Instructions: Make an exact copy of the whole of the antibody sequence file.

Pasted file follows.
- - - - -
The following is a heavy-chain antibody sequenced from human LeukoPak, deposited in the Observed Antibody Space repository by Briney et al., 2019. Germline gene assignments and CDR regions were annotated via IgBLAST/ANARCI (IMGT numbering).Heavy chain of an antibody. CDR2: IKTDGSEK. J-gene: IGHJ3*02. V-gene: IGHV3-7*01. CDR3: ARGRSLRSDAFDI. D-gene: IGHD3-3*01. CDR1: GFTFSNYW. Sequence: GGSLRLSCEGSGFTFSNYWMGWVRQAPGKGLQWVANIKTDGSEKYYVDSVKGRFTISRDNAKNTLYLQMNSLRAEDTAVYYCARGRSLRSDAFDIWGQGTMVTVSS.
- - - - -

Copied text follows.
The following is a heavy-chain antibody sequenced from human LeukoPak, deposited in the Observed Antibody Space repository by Briney et al., 2019. Germline gene assignments and CDR regions were annotated via IgBLAST/ANARCI (IMGT numbering).Heavy chain of an antibody. CDR2: IKTDGSEK. J-gene: IGHJ3*02. V-gene: IGHV3-7*01. CDR3: ARGRSLRSDAFDI. D-gene: IGHD3-3*01. CDR1: GFTFSNYW. Sequence: GGSLRLSCEGSGFTFSNYWMGWVRQAPGKGLQWVANIKTDGSEKYYVDSVKGRFTISRDNAKNTLYLQMNSLRAEDTAVYYCARGRSLRSDAFDIWGQGTMVTVSS.